Trying to figure out the core "meat" behind blockchain is really difficult. I'm going to try and tease out all the hype, and all the references to specific use cases to get down to the actual technology at play here.

(this is my second blockchain post, in my previous post I compare blockchain today to XML in the year 2000)

There are, of course, tons of articles about blockchain out there. Nearly all of them talk about the technology only in the context of specific use cases. Most commonly bitcoin and distributed ledgers.

But blockchain the technology is neither a currency nor a distributed ledger: it is a tool used to implement those two types of application or use case.

There's precious little content out there about the technology involved, at least at the level of the content you can find for things like SQL Server, MongoDb, and other types of data store. And the thing is, blockchain is basically just a specialized type of data store that offers a defined set of behaviors. Different in the specifics from the behaviors of a RDBMS or document database, but comparable at a conceptual level.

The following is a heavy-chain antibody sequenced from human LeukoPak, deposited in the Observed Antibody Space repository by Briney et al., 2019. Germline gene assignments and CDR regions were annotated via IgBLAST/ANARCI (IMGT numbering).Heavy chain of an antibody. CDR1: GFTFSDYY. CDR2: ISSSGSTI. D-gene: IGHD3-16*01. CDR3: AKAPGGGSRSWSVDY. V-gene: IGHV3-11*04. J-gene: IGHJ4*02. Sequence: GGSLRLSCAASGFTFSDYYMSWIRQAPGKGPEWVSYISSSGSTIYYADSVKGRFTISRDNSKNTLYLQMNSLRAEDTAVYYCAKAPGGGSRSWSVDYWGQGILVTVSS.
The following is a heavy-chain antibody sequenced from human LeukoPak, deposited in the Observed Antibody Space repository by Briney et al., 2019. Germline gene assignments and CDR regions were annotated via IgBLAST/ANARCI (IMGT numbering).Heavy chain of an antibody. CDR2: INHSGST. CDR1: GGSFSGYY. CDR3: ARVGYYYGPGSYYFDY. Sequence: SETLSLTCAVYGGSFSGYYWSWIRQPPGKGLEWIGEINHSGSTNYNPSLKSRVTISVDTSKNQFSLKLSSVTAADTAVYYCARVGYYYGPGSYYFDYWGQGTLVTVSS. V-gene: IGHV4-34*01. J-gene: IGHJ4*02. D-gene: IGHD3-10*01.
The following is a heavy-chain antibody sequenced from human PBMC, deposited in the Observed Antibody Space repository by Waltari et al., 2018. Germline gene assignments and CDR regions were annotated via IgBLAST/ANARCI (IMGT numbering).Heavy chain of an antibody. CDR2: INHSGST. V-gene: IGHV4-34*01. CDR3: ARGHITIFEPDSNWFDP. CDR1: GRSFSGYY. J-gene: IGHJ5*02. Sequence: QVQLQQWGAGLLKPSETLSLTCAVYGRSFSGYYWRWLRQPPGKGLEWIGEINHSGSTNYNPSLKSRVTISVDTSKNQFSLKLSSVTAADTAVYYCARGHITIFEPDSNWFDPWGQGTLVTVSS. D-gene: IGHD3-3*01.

I suspect the lack of "consumable" technical information is because blockchain is very immature at the moment. Blockchain seems to be where RDBMS technology was around 1990. It exists, and uber-geeks are playing with it, and lots of business people see $$$ in their future with it. But it will take years for the technology to settle down and become tractable for mainstream DBA or app dev people.

Today what you can find are discussions about extremely low-level mathematics, cryptography, and computer science. Which is fine, that's also what you find if you dig deep enough into Oracle's database, SQL Server, and lots of other building-block technologies on top of which nearly everything we do is created.

In other words, only hard-core database geeks really care about how blockchain is implemented - just like only hard-core geeks really care about how an RDBMS is implemented. Obviously we need a small number of people to live and breathe that deep technology, so the rest of us can build cool stuff using that technology.

So what is blockchain? From what I can gather, it is this: a distributed, immutable, persistent, append-only linked list.

Breaking that down a bit:

  1. A linked list where each node contains data
  2. Immutable
    1. Each new node is cryptographically linked to the previous node
    2. The list and the data in each node is therefore immutable, tampering breaks the cryptography
  3. Append-only
    1. New nodes can be added to the list, though existing nodes can't be altered